In recent years, marketers have become increasingly aware of unconscious bias and inequalities in their advertising creative. This bias has shown up in a big way against women and girls, with ads casting them in traditional, powerless roles that don’t look anything like who they are today. It has also shown up in ad creative featuring African American, Hispanic and other multicultural groups that have been too often cast in subservient roles.
A tremendous amount of research has now been done by marketing and advertising associations, and by research providers, to shed light on the situation and make recommendations for change. Several key studies and programs will be profiled below.
On June 21, 2017, J. Walter Thompson Worldwide and the Geena Davis Institute on Gender in Media revealed key findings from their research into women’s representation in Advertising at the Cannes Lions. In collaboration with the University of Southern California’s Viterbi School of Engineering, the study analyzed more than 2,000 films through automated analysis from the Cannes Lions archive (English language only).
Men get about four times as much screen time as women. The study, “Unpacking Gender Bias in Advertising,” revealed:
The article shared additional research conducted by the Geena Davis Institute on Gender in Media such as age, location, objectification and other features associated with prominent characters such as:
In recognition of the growing concern for how women and girls were portrayed in the media, the Association of National Advertisers (ANA) and the Alliance for Family Entertainment (AFE) created the #SeeHer program. The program launched in June of 2016 after the White House identified unconscious gender bias as a leading issue. #SeeHer was established to improve the accurate portrayal of women and girls in media by 20% by 2020, the 100th anniversary of women gaining the right to vote in the U.S.
ABX developed a methodology to measure gender bias and a set of norms which enable the ANA/AFE to benchmark progress toward the 2020 goal. The resulting Gender Equality Measure™ (GEM™) is now the global standard for measurement of unconscious gender bias. The four key variables were shared with the US advertising research community at the 2017 Advertising Research Foundation (ARF) Conference. The ABX data developed for the GEM™ is also available directly here.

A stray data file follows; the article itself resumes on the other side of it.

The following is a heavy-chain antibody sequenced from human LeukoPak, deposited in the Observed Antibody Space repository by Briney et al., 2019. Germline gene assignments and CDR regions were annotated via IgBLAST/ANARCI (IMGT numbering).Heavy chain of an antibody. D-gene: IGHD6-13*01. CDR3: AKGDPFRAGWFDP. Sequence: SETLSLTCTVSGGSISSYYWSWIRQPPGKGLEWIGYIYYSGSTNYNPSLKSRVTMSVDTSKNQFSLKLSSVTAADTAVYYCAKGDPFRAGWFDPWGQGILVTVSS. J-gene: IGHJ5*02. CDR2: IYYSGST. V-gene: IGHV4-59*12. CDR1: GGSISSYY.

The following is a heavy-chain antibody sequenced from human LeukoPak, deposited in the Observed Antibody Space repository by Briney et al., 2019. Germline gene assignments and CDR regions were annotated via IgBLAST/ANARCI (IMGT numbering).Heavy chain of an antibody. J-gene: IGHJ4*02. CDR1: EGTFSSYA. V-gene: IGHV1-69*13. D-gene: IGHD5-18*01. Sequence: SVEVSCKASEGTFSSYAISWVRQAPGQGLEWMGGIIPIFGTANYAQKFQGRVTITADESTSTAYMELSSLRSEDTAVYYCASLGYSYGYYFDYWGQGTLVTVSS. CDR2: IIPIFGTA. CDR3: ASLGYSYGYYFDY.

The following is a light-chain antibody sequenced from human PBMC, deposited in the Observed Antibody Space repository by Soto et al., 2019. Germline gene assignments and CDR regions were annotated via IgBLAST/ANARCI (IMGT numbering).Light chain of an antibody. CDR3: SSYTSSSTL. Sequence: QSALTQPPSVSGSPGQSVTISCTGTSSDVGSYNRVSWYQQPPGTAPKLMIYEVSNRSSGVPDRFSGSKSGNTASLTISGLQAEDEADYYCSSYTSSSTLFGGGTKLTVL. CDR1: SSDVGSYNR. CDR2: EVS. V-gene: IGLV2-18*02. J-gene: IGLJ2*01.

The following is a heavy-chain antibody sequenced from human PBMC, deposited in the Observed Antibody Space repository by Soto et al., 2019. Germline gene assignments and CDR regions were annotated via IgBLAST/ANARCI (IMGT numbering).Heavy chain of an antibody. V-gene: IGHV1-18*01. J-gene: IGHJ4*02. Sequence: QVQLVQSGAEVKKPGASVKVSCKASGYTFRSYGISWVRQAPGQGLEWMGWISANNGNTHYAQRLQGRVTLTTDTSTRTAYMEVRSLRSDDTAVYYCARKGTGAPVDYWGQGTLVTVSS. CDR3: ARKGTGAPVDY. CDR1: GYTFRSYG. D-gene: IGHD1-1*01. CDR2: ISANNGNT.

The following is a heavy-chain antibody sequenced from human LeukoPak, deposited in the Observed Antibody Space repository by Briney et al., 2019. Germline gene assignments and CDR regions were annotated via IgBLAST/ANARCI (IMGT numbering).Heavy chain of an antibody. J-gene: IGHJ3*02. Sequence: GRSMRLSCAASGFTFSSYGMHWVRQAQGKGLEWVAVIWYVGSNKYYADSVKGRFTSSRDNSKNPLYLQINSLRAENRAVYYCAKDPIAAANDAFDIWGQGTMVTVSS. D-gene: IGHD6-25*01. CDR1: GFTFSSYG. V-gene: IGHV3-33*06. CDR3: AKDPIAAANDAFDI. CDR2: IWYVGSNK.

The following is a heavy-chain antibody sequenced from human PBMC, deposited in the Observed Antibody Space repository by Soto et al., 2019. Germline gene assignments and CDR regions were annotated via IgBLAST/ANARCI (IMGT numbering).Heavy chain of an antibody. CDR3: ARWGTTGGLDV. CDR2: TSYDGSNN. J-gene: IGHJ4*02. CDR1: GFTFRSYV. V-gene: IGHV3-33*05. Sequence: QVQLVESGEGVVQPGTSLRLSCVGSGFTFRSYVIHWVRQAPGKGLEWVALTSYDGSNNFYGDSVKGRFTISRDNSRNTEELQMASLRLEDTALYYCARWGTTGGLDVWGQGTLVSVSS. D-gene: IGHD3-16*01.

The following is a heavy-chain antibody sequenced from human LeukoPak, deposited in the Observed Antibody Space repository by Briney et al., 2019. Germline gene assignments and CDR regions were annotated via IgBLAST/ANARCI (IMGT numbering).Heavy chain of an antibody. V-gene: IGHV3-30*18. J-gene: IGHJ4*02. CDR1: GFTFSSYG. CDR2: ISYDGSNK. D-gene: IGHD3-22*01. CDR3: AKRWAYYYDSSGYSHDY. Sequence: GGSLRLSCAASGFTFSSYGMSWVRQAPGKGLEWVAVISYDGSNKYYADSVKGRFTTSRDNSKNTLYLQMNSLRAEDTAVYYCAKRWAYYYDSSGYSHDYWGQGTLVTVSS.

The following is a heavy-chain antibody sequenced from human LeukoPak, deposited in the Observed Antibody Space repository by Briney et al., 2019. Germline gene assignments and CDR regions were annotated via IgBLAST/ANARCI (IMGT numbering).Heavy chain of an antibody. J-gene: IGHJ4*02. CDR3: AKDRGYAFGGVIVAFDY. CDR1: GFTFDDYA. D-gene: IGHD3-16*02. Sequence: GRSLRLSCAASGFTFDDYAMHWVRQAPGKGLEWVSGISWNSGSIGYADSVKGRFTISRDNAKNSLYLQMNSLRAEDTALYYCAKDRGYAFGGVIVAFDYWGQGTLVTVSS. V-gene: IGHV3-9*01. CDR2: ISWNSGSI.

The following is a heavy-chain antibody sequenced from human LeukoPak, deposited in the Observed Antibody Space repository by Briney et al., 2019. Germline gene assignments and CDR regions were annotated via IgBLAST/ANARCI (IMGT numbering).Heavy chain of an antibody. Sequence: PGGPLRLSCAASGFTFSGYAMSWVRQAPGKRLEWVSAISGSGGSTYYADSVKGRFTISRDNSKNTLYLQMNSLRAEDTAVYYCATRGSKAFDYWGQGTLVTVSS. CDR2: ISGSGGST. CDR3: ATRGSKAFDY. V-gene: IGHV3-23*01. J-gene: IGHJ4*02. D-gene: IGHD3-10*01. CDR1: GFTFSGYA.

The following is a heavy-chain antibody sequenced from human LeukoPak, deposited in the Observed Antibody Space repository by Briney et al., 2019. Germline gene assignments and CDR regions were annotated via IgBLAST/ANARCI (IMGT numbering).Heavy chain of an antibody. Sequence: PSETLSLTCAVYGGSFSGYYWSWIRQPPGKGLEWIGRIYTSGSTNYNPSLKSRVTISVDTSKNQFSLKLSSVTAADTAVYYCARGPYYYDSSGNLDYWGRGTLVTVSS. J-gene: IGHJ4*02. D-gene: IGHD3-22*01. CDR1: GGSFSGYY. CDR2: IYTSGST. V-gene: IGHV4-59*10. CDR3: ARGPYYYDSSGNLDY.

Improving gender portrayal is not only a positive social objective, but it is also a profitable business strategy. ABX was able to combine gender data with advertising effectiveness data to show the correlation between positive gender scores and positive brand reputation and higher call to action, including purchase intent. As a result, the ANA, AFE, #SeeHer and ABX were honored by ESOMAR, the world’s premiere market research association, as the 2017 ESOMAR Research Effectiveness Award Winners.
Exhibit 1: Correlation between Gender Ad Scores, Brand Reputation, and Call-to-Action performance
Work is now being done to expand this study to Multicultural groups to make sure people of all ethnicities are respectfully represented. ABX also worked with the #SeeHer team to apply these measures to the evaluation of TV content. Over 675 TV shows have been evaluated for their portrayal of women and girls with data being updated twice a year.
New research released by ANA’s #SeeHer movement, in collaboration with TiVo, demonstrates that ads that portray women accurately work even better when paired with programming that also portrays women accurately. Using GEM™ scores across select consumer packaged goods advertising and the programs they aired within, the research showed that ads with a high GEM™ score generated double-digit incremental sales per-rating-point post ad exposure, when they’re aired on shows that also have a high GEM™ score.
In an American Marketing Association article, “Unilever Commits to Realistic Gender Depiction in Ads,” Zach Brooke reported on a landmark Unilever primary and secondary research initiative that would shake the advertising industry. The initiative (five in total) ran in more than 25 markets over the past two years to learn how female identity is evolving and how advertising is portraying women and gender overall. The goal of this research was to build the case for changing female and overall gender portrayals in Unilever's advertising.
After reviewing more than 1,000 ads it was found that 50% have elements which portray women in a stereotypical way.
And, the numbers weren’t much better for men. Time to make a change. Unilever’s study also found 40% of women don’t relate to the women they see in advertising; a huge opportunity to improve brand relationships with key customers.
Keith Weed, Unilever’s Chief Marketing & Communications Manager, created a three-part approach to shifting Unilever advertising based on the role, personality and appearance of people in the ads:
Unilever has seen a 24% increase in progressive consumer assessments of Unilever ads. #Unstereotyping our ads: Why it’s important and where we are, 6/16/2016. For more about the Unstereotype Alliance, click here.